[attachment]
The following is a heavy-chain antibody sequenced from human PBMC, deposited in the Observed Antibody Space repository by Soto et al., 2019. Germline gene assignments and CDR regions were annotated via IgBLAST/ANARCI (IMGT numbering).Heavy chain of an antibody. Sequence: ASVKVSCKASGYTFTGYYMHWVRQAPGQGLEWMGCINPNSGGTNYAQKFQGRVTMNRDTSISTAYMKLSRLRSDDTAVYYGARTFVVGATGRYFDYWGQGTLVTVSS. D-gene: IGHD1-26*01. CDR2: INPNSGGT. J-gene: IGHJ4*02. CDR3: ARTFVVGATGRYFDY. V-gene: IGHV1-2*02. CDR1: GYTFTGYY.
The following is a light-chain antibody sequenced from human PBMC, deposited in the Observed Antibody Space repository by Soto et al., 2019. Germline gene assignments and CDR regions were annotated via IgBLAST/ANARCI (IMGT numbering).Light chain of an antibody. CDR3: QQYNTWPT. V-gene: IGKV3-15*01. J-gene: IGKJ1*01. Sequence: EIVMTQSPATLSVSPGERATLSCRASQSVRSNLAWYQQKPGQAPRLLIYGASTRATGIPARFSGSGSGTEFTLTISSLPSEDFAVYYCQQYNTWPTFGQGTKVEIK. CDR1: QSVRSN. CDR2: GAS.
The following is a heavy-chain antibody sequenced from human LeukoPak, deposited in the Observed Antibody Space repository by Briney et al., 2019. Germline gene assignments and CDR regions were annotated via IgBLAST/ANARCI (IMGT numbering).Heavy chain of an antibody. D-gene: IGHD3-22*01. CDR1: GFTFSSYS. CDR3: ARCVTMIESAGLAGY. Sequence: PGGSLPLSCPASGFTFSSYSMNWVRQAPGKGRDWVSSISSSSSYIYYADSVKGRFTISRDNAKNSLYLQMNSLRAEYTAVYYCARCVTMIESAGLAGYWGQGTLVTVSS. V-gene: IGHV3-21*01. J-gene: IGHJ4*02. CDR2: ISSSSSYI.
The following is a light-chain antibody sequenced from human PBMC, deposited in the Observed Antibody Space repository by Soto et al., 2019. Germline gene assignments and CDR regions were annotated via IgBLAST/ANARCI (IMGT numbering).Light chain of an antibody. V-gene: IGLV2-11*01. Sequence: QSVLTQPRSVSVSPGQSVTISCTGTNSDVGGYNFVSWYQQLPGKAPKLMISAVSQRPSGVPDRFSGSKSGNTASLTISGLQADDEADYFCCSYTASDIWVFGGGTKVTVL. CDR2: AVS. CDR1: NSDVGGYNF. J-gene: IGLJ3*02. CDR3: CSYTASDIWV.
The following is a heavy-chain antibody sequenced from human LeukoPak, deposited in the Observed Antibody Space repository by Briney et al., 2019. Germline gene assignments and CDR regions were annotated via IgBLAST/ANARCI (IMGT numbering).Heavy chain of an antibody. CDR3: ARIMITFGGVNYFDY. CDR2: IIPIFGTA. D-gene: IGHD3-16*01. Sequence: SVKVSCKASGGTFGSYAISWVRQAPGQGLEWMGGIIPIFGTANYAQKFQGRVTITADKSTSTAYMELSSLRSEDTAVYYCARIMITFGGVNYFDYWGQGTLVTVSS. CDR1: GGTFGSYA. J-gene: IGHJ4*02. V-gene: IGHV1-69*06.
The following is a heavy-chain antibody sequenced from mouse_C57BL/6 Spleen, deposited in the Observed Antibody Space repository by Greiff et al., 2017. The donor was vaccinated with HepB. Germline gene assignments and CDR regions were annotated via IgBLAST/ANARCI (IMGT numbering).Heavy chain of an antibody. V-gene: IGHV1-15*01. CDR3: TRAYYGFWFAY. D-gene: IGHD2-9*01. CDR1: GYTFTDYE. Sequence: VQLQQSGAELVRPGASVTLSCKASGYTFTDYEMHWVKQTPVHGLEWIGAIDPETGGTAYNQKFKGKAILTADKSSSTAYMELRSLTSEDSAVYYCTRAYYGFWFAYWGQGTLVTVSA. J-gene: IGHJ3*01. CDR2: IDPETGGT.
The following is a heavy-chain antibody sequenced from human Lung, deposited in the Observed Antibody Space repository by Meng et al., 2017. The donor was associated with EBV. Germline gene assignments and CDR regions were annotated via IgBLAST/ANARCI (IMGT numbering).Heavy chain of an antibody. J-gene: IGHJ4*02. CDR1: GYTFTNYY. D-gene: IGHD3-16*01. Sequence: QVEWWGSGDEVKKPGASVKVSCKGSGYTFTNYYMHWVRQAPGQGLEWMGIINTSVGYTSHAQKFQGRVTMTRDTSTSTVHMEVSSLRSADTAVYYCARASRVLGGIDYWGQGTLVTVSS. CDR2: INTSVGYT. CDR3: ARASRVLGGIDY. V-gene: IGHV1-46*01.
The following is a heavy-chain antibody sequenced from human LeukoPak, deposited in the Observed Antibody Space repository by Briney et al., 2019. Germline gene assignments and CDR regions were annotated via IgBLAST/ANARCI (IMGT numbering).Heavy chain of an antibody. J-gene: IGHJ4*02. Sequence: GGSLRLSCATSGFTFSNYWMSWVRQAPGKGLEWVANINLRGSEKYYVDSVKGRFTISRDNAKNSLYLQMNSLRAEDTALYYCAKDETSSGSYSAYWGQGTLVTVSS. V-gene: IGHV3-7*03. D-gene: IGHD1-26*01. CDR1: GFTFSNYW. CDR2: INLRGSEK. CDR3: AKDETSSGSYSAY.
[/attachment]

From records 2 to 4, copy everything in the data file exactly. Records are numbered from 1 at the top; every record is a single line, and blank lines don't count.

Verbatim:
The following is a light-chain antibody sequenced from human PBMC, deposited in the Observed Antibody Space repository by Soto et al., 2019. Germline gene assignments and CDR regions were annotated via IgBLAST/ANARCI (IMGT numbering).Light chain of an antibody. CDR3: QQYNTWPT. V-gene: IGKV3-15*01. J-gene: IGKJ1*01. Sequence: EIVMTQSPATLSVSPGERATLSCRASQSVRSNLAWYQQKPGQAPRLLIYGASTRATGIPARFSGSGSGTEFTLTISSLPSEDFAVYYCQQYNTWPTFGQGTKVEIK. CDR1: QSVRSN. CDR2: GAS.
The following is a heavy-chain antibody sequenced from human LeukoPak, deposited in the Observed Antibody Space repository by Briney et al., 2019. Germline gene assignments and CDR regions were annotated via IgBLAST/ANARCI (IMGT numbering).Heavy chain of an antibody. D-gene: IGHD3-22*01. CDR1: GFTFSSYS. CDR3: ARCVTMIESAGLAGY. Sequence: PGGSLPLSCPASGFTFSSYSMNWVRQAPGKGRDWVSSISSSSSYIYYADSVKGRFTISRDNAKNSLYLQMNSLRAEYTAVYYCARCVTMIESAGLAGYWGQGTLVTVSS. V-gene: IGHV3-21*01. J-gene: IGHJ4*02. CDR2: ISSSSSYI.
The following is a light-chain antibody sequenced from human PBMC, deposited in the Observed Antibody Space repository by Soto et al., 2019. Germline gene assignments and CDR regions were annotated via IgBLAST/ANARCI (IMGT numbering).Light chain of an antibody. V-gene: IGLV2-11*01. Sequence: QSVLTQPRSVSVSPGQSVTISCTGTNSDVGGYNFVSWYQQLPGKAPKLMISAVSQRPSGVPDRFSGSKSGNTASLTISGLQADDEADYFCCSYTASDIWVFGGGTKVTVL. CDR2: AVS. CDR1: NSDVGGYNF. J-gene: IGLJ3*02. CDR3: CSYTASDIWV.